“You really don’t have to like squash,” Ellen tried to reassure me as I scooped the innards out of a piping hot butternut squash with more speed than care.
“I know,” I replied in irritation as I waved my hand briskly in the air, trying to cool it down. I ran it under water for a moment, and then returned to scooping out my squash, this time with more care and less speed.
As Ellen knew, my squash trials began when my mother sent me a letter. Included in that letter was the recipe – her favorite of that week’s batch in the local paper – “Oven-Roasted Vegetables Glazed with Apple Cider, Dried Cranberries and Pumpkin Seeds” [ http://www.post-gazette.com/pg/11321/1190303-34.stm#ixzz1jlyIsCXe
] and her excited comments on its success. As far as I can recall, the only squash my mom ever brought into the house were decorative gourds. Given her history, I took this new-found enthusiasm for squash as an indicator of a truly fantastic recipe. Given, the recipe my mom sent me was not quite as she’d found it. My mom can make any dish, or a facsimile of it, from what is already stocked in the pantry. The actual recipe she sent me was marked up to be user-friendly and pantry-conscious. So inspired, I set out to replicate my mother’s success; therein was my downfall.
I made the squash, following a mix of the recipe’s directives and my mom’s helpful hints and shortcuts. The best report of the dish is that it was quite edible. I was not deterred, though I did give away the remainder of the sqash. With my mom’s enthusiasm still running high, I decided to give her new favorite fruit a second chance. This time, it would become a hard-to-disappoint-dish: soup.
As I stood in the kitchen pureeing my Savory Squash Soup, surrounded by dishes I’d dirtied in the process, Ellen again reassured me that I did not need to like squash. When I confessed that I already maintained an active dislike of the fruit, she suggested I stop buying it. My protests that soup would be different made no impression on her wary gaze.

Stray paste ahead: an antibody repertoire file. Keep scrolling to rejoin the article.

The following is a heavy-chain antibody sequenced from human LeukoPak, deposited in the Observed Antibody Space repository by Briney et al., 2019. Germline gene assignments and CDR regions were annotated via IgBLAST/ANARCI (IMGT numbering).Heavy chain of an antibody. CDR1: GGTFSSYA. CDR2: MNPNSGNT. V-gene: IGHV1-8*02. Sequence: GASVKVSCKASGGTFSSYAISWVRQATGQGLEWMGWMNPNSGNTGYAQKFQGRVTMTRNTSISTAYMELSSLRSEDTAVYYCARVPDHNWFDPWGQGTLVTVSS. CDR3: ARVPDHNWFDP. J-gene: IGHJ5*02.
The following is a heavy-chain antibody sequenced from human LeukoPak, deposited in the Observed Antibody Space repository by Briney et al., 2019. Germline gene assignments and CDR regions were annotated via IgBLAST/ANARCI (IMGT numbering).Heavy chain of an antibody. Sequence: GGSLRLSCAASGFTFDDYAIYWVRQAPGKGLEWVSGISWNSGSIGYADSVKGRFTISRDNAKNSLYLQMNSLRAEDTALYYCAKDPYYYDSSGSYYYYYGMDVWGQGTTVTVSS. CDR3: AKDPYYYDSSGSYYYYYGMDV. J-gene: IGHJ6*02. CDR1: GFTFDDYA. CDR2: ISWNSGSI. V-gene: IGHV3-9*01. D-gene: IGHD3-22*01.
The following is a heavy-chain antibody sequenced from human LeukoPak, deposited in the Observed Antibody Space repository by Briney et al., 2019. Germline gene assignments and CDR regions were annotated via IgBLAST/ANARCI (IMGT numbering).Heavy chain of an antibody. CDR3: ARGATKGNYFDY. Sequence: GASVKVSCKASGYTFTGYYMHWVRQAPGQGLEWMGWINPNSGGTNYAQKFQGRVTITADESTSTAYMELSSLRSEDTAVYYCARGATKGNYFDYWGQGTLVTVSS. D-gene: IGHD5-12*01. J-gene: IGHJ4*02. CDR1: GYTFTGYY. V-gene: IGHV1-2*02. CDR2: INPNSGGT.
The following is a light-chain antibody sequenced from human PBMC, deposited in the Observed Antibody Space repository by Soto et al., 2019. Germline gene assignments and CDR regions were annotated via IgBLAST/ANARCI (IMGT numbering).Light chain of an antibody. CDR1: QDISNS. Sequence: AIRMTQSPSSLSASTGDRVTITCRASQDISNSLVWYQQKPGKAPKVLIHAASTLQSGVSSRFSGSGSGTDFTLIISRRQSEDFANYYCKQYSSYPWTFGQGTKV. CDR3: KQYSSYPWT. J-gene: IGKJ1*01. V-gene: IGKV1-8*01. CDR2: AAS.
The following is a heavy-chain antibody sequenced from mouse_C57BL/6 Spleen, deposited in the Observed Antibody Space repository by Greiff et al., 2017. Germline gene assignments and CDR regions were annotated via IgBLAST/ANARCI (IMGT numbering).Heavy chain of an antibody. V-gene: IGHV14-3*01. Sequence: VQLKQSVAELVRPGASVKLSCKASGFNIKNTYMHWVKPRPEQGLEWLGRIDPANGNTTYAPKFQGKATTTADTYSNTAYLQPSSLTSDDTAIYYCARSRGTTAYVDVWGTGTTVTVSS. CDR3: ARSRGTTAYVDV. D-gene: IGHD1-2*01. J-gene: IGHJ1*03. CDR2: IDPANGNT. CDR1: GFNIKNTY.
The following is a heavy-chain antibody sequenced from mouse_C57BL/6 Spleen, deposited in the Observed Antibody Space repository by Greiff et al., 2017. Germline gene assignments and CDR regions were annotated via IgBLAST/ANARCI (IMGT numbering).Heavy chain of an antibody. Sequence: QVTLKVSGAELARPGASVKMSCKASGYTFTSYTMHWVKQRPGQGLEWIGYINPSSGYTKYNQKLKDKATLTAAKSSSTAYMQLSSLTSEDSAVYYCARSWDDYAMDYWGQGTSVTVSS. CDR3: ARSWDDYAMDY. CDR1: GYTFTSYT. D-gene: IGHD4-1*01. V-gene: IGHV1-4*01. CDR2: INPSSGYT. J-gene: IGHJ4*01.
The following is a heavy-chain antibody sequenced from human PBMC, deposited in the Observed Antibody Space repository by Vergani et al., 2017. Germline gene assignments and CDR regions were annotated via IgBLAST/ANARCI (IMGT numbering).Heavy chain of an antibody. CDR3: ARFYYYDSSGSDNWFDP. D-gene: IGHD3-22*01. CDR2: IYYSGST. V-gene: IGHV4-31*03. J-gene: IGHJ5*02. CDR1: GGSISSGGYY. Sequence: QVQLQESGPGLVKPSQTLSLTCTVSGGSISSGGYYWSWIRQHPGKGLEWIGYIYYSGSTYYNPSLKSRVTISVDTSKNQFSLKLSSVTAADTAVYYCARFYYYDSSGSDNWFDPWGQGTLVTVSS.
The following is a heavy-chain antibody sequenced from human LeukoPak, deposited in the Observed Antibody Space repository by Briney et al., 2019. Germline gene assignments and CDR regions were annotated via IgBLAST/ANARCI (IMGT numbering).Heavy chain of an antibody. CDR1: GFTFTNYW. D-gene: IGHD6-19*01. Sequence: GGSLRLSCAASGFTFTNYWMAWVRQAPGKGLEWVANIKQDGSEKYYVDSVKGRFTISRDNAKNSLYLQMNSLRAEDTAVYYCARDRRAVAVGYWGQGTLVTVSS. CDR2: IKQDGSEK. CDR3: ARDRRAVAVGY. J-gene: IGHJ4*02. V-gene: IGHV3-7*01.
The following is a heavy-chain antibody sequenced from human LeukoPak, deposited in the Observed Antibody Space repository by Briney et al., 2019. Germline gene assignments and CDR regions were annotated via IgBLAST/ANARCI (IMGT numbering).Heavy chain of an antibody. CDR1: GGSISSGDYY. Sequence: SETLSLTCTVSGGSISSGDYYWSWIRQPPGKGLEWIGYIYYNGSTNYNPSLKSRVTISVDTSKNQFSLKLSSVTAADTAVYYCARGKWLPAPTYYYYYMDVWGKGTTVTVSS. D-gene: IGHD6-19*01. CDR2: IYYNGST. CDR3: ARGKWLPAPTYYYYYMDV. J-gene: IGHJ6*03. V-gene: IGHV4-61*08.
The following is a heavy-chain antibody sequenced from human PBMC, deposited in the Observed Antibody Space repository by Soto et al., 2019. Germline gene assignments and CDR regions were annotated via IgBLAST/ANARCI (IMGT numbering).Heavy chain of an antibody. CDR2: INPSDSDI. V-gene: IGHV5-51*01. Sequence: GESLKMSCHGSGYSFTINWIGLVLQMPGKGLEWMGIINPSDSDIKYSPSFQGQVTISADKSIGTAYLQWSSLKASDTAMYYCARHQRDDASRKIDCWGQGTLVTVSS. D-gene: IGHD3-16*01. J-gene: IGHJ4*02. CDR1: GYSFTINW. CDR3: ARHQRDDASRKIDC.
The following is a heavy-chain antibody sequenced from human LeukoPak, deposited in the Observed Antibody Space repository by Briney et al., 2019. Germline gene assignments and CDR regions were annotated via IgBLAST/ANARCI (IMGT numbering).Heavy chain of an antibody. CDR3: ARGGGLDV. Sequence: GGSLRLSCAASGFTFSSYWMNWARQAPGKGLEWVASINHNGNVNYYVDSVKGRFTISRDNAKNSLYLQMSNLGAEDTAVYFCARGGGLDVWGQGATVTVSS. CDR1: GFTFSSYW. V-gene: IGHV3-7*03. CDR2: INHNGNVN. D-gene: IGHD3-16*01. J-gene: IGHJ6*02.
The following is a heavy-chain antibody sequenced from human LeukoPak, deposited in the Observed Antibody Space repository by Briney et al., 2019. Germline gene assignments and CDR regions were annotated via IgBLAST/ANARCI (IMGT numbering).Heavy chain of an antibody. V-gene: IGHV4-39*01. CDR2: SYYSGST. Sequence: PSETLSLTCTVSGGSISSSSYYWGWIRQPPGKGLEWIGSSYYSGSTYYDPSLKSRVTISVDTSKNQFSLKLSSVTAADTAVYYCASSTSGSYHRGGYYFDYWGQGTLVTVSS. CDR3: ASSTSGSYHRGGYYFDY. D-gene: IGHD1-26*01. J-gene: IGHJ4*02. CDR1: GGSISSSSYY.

“If I don’t like this, I’ll stop,” I said, probably unconvincingly. “Or I’ll try a different squash soup.” The Savory Squash Soup was excellent, but if it hadn’t been the Sweet Potato and/or Squash Soup a friend made later that day would have kept me buying, and eating, squash.
Savory Squash Soup
1 acorn squash
1 butternut squash
oil as needed
1 large onion, chopped
2 cloves of garlic, minced
2-5 cups vegetable broth, as per desired thickness
1 tsp curry
salt to taste
red pepper flakes to taste
Cut squash in half, de-seed. Roast on oiled pan for 45 minutes at 425. Sautee onions; remove squash from oven and scoop innards into sauteed onions. Add vegetable broth, curry, salt, and pepper. Bring mixture to a boil, cover and reduce to a simmer for five minutes. Puree mixture until smooth, heat five minutes more and serve.
Sweet Potato and/or Squash Soup
1 tbsp flour
1 tbsp margarine
1 1/2 c vegetable broth
1 tbsp light brown sugar
1 1/2 c cooked and mashed sweet potatoes can be replaced in part of full with squash
1/4 teaspoon ground ginger
1/8 teaspoon ground cinnamon
1/8 teaspoon ground nutmeg
1 cup soymilk
Over a medium flame, stir together flour and butter in a soup pot. Stir constantly until roux achieves a light caramel color. Add the broth and brown sugar, bring to a boil, then lower to a simmer. Stir in the sweet potatoes/squash and spices, bring to a boil again and cook for 5 minutes. In a blender, puree the soup then return it to the pot. Add soymilk, reheat soup; season with salt and pepper.
Moral to the story: listen to your mother.